Jungle Tales of Tarzan

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Tarzan's First Love


TEEKA, STRETCHED AT luxurious ease in the shade of the tropical forest, presented, unquestionably, a most alluring picture of young, feminine loveliness. Or at least so thought Tarzan of the Apes, who squatted upon a low-swinging branch in a near-by tree and looked down upon her.

Just to have seen him there, lolling upon the swaying bough of the jungle-forest giant, his brown skin mottled by the brilliant equatorial sunlight which percolated through the leafy canopy of green above him, his clean-limbed body relaxed in graceful ease, his shapely head partly turned in contemplative absorption and his intelligent, gray eyes dreamily devouring the object of their devotion, you would have thought him the reincarnation of some demigod of old.

You would not have guessed that in infancy he had suckled at the breast of a hideous, hairy she-ape, nor that in all his conscious past since his parents had passed away in the little cabin by the landlocked harbor at the jungle's verge, he had known no other associates than the sullen bulls and the snarling cows of the tribe of Kerchak, the great ape.

Nor, could you have read the thoughts which passed through that active, healthy brain, the longings and desires and aspirations which the sight of Teeka inspired, would you have been any more inclined to give credence to the reality of the origin of the ape-man. For, from his thoughts alone, you could never have gleaned the truth—that he had been born to a gentle English lady or that his sire had been an English nobleman of time-honored lineage.

Lost to Tarzan of the Apes was the truth of his origin. That he was John Clayton, Lord Greystoke, with a seat in the House of Lords, he did not know, nor, knowing, would have understood.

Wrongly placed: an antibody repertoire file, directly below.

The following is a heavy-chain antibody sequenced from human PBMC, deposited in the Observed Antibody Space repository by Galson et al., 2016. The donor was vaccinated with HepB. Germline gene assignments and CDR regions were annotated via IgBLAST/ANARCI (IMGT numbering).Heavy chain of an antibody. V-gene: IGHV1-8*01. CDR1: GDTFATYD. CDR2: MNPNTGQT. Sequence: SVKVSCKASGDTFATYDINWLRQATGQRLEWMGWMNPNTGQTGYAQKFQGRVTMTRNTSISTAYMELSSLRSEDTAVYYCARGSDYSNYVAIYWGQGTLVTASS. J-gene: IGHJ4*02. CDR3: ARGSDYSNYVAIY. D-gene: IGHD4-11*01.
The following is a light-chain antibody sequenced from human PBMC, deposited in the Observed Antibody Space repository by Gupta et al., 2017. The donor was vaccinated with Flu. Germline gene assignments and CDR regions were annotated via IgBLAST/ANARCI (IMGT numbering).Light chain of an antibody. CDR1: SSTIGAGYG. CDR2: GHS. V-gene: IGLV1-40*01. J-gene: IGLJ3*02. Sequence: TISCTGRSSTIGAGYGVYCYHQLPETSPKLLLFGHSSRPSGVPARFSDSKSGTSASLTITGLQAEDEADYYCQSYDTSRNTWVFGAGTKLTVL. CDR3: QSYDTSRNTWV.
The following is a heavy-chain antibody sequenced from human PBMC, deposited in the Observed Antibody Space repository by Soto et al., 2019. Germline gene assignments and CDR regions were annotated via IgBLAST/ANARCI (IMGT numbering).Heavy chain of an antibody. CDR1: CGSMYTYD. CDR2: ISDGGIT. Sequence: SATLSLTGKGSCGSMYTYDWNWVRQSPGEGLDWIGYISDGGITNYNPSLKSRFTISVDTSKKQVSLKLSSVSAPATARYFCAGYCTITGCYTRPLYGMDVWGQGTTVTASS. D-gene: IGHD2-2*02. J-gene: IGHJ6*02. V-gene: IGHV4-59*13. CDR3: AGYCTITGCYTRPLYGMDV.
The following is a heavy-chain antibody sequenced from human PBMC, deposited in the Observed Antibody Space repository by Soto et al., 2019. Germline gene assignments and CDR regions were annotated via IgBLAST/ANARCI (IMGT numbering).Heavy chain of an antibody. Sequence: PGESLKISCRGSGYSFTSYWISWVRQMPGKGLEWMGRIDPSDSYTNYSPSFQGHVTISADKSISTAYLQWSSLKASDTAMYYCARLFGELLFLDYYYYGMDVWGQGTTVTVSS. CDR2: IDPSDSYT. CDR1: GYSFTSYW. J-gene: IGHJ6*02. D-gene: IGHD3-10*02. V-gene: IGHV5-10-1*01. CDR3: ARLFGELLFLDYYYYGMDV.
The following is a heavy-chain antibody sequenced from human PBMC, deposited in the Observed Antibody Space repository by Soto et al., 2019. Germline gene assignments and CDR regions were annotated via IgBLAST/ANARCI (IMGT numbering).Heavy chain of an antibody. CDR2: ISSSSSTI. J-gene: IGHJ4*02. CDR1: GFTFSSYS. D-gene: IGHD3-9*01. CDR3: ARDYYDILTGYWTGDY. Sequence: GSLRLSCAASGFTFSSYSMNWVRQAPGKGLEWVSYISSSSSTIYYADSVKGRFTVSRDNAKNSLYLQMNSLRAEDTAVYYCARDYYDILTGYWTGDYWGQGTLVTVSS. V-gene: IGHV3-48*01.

Yes, Teeka was indeed beautiful!

Of course Kala had been beautiful—one's mother is always that—but Teeka was beautiful in a way all her own, an indescribable sort of way which Tarzan was just beginning to sense in a rather vague and hazy manner.

For years had Tarzan and Teeka been play-fellows, and Teeka still continued to be playful while the young bulls of her own age were rapidly becoming surly and morose. Tarzan, if he gave the matter much thought at all, probably reasoned that his growing attachment for the young female could be easily accounted for by the fact that of the former playmates she and he alone retained any desire to frolic as of old.

But today, as he sat gazing upon her, he found himself noting the beauties of Teeka's form and features—something he never had done before, since none of them had aught to do with Teeka's ability to race nimbly through the lower terraces of the forest in the primitive games of tag and hide-and-go-seek which Tarzan's fertile brain evolved. Tarzan scratched his head, running his fingers deep into the shock of black hair which framed his shapely, boyish face—he scratched his head and sighed. Teeka's new-found beauty became as suddenly his despair. He envied her the handsome coat of hair which covered her body. His own smooth, brown hide he hated with a hatred born of disgust and contempt. Years back he had harbored a hope that some day he, too, would be clothed in hair as were all his brothers and sisters; but of late he had been forced to abandon the delectable dream.

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